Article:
Yesterday dKos' GreenMother posted a diary that explains why global warming is a huge problem for humanity. Climate change is affecting gardening and agriculture. As she puts it:
You see it everywhere. Back to the land, have a garden. Why if things go really bad, we can live off the fat of the land. And you know that was true 100 year ago, but not any more.
Not with our new extreme weather patterns.
But Climate Change Deniers haven't made the connection yet.
Successful gardening is more difficult than some realize even under the best of circumstances. Growing enough to feed just one family isn't easy.
One major problem for growing plants in the south eastern part of the United States comes from the deadly tornadoes that are cropping up more frequently. Again, from GreenMother:
I note that Tornado Season has changed. More, and more deadly, tornadoes are occurring further East. Those deadly December and February Tornadoes aren't as rare as they used to be.
Ever wonder why they had to create the "Enhanced" Fujita Scale? I do. Like the old Fujita scale was no longer enough to categorize the destructive power of tornadoes after May 3rd 1999.
We get more hail and it is highly destructive hail, driven by more violent winds that also make more violent tornadoes. The tornado doesn't even have to land on your property to destroy your crops or garden. The high winds and the hail can make it look like everything was ran through a paper shredder and then water logged. And while this is always a potential hazard in Tornado alley, it seems more prevalent and damaging lately.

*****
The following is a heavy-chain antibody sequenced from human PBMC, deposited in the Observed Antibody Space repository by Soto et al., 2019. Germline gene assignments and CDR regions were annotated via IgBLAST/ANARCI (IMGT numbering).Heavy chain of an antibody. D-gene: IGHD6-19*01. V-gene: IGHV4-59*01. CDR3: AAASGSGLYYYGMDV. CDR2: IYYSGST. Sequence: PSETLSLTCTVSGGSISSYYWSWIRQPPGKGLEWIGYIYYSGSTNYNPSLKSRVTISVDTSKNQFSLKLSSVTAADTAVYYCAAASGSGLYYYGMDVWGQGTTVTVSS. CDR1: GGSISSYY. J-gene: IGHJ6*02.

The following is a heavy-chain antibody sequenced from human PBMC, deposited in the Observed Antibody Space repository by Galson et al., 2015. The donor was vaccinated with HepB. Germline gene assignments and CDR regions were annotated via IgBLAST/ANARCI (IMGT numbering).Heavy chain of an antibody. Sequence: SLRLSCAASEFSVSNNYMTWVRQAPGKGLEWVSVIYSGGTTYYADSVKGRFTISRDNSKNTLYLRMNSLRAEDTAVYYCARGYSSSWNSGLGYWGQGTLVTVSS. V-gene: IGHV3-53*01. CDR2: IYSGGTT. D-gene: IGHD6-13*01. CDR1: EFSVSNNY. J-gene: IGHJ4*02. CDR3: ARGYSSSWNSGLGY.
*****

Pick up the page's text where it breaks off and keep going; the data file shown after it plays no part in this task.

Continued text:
Leafy greens can come back from that. But don't expect much from tomatoes or tomatillos or peppers. Especially if these plants are buried in hail like it's sleet. They just cannot take that chill.
The hail also does a number on Fruit trees as well. All my apples for 2 years in a row, looked like someone shot each one several times with a pellet gun. They rotted before they could ripen because of the bruising and tearing.
Add to that Jeff Master's post about the deadly swarm of tornadoes that hit yesterday killing 31 people.
A massive tornado outbreak of stunning violence swept through the nation's midsection yesterday, spawning deadly tornadoes that killed at least 31. Hardest hit were Kentucky and Southern Indiana, which suffered 13 and 14 dead, respectively. Three were killed in Ohio, and one in Alabama. The scale of the outbreak was truly exceptional, with a preliminary total of 81 tornadoes touching down in eleven states, from southern Ohio to southern Georgia. At one point, 31 separate tornado warnings were in effect during the outbreak. An area larger than Nebraska--81,000 square miles--received tornado warnings, and tornado watches were posted for 300,000 square miles--an area larger than Texas.
And the hail came too. This is a picture from Mt. Joliet, TN.
Our carbon habit is destroying the stable climate in which humans have evolved. The storms and the droughts are just starting.